Research Article  |   April 2016
Changes in Upper-Extremity Functional Capacity and Daily Performance During Outpatient Occupational Therapy for People With Stroke
Author Affiliations
  • Caitlin A. Doman, MS, OTR/L, is Occupational Therapist, Rehabilitation Institute of Chicago, Chicago, IL
  • Kimberly J. Waddell, MS, OTR/L, is Graduate Student, Movement Science and Program in Physical Therapy, Washington University School of Medicine, St. Louis, MO
  • Ryan R. Bailey, MSOT, MSCI, PhD, was Graduate Student, Movement Science Program and Program in Physical Therapy, Washington University School of Medicine, St. Louis, MO, at the time of the study
  • Jennifer L. Moore, PT, DHS, NCS, is Physical Therapist, Rehabilitation Institute of Chicago, Chicago, IL
  • Catherine E. Lang, PT, PhD, is Professor, Program in Physical Therapy, Program in Occupational Therapy, and Department of Neurology, Washington University School of Medicine, St. Louis, MO; langc@wustl.edu
Article Information
Hand and Upper Extremity / Neurologic Conditions / Rehabilitation, Participation, and Disability / Stroke / Rehabilitation, Disability, and Participation
Research Article   |   April 2016
Changes in Upper-Extremity Functional Capacity and Daily Performance During Outpatient Occupational Therapy for People With Stroke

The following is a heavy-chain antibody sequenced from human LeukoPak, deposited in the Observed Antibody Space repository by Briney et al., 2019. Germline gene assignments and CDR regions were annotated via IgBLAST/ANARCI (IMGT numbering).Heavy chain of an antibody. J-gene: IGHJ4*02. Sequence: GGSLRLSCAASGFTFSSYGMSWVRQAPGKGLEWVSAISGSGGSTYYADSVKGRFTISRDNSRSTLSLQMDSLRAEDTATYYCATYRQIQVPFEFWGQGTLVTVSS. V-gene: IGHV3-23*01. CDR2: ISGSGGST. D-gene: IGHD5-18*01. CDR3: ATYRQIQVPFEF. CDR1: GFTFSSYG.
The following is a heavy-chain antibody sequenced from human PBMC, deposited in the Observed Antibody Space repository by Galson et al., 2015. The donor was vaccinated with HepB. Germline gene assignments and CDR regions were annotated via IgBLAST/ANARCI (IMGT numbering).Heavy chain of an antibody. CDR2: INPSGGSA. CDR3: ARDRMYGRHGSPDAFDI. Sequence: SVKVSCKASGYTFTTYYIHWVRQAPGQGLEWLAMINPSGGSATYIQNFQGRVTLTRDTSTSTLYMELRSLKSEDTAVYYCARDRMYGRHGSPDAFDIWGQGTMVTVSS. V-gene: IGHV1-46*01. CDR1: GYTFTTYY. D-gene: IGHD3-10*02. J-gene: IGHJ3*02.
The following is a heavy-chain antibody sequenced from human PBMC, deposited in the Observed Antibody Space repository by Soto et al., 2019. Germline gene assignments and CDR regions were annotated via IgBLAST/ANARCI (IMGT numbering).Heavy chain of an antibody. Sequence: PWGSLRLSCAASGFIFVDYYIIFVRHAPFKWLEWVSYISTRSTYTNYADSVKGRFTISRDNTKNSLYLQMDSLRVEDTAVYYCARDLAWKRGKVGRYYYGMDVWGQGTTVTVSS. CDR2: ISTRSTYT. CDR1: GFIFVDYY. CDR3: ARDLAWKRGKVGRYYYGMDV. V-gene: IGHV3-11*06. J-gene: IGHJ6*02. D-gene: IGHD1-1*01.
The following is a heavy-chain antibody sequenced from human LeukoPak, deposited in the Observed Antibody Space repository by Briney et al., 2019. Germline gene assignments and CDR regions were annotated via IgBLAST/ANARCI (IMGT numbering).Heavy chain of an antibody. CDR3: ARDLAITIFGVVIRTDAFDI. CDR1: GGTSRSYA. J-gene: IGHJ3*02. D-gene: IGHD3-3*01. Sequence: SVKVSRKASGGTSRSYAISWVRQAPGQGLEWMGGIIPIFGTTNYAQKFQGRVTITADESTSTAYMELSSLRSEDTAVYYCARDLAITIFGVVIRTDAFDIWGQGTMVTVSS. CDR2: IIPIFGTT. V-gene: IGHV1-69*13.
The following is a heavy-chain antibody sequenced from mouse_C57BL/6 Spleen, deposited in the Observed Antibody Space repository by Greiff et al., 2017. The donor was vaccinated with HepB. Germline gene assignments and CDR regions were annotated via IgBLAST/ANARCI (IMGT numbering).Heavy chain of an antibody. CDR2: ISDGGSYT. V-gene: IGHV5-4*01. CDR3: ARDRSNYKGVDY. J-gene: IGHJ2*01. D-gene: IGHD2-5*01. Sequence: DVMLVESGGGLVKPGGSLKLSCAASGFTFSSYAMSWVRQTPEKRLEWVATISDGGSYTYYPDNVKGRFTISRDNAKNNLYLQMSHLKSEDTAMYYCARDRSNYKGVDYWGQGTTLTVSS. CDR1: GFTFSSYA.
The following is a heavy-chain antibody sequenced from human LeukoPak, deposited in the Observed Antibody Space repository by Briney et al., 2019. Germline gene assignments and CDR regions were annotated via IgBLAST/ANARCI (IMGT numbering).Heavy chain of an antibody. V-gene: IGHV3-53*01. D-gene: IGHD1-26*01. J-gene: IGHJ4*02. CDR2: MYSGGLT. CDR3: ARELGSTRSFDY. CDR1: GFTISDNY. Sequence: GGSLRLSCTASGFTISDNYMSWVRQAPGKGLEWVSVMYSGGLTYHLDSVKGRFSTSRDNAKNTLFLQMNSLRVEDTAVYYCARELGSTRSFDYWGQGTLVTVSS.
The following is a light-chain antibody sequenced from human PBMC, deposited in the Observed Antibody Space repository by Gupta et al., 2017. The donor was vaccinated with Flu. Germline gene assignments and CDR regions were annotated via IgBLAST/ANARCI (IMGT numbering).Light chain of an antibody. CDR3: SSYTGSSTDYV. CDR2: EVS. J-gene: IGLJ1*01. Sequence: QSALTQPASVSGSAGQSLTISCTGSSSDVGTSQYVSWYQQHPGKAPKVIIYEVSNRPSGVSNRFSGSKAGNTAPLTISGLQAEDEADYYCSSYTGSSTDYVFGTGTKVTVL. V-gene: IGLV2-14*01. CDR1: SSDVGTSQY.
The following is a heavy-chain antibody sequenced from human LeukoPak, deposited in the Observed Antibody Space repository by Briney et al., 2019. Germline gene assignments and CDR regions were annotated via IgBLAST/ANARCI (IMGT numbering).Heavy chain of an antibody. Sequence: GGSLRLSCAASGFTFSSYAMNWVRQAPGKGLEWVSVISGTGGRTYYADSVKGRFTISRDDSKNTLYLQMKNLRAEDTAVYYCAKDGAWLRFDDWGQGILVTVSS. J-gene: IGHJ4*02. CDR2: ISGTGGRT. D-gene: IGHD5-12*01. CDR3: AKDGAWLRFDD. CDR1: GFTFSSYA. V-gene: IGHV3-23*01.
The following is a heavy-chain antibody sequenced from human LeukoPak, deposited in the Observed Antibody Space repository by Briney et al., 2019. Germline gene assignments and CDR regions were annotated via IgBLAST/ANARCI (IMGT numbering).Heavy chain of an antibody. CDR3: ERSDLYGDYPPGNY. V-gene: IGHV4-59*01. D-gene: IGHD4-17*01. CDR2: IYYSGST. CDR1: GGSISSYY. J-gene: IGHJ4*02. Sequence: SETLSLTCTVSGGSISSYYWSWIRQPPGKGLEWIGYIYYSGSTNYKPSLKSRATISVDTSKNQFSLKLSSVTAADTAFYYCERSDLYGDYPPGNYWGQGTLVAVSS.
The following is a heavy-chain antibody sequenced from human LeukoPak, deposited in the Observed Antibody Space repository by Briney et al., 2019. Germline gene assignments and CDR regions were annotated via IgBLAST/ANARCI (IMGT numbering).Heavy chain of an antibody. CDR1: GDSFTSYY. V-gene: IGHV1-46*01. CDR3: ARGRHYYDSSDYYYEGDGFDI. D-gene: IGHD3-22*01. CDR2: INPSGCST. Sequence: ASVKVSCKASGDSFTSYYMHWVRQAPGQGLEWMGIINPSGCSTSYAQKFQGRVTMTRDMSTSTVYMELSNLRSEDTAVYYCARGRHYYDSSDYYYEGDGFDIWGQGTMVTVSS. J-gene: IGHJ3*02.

American Journal of Occupational Therapy, April 2016, Vol. 70, 7003290040p1-7003290040p11. doi:10.5014/ajot.2016.020891
American Journal of Occupational Therapy, April 2016, Vol. 70, 7003290040p1-7003290040p11. doi:10.5014/ajot.2016.020891
Abstract

OBJECTIVE. This study explored how upper-extremity (UE) functional capacity and daily performance change during the course of outpatient rehabilitation in people with stroke.

METHOD. Fifteen participants receiving outpatient occupational therapy services for UE paresis poststroke were enrolled. UE motor capacity was measured with the Action Research Arm Test (ARAT), and UE performance was measured using bilateral, wrist-worn accelerometers. Measurements were taken at or near the start of therapy, at every 10th visit or every 30 days throughout the duration of services, and at discharge.

RESULTS. Three patterns were observed: (1) increase in ARAT scores and more normalized accelerometry profiles, (2) increase in ARAT scores but no change in accelerometry profiles, and (3) no change in ARAT scores or in accelerometry profiles.

CONCLUSION. UE performance in daily life was highly variable, with inconsistencies between change in UE capacity and change in UE performance. UE capacity and performance are important constructs to assess separately during rehabilitation.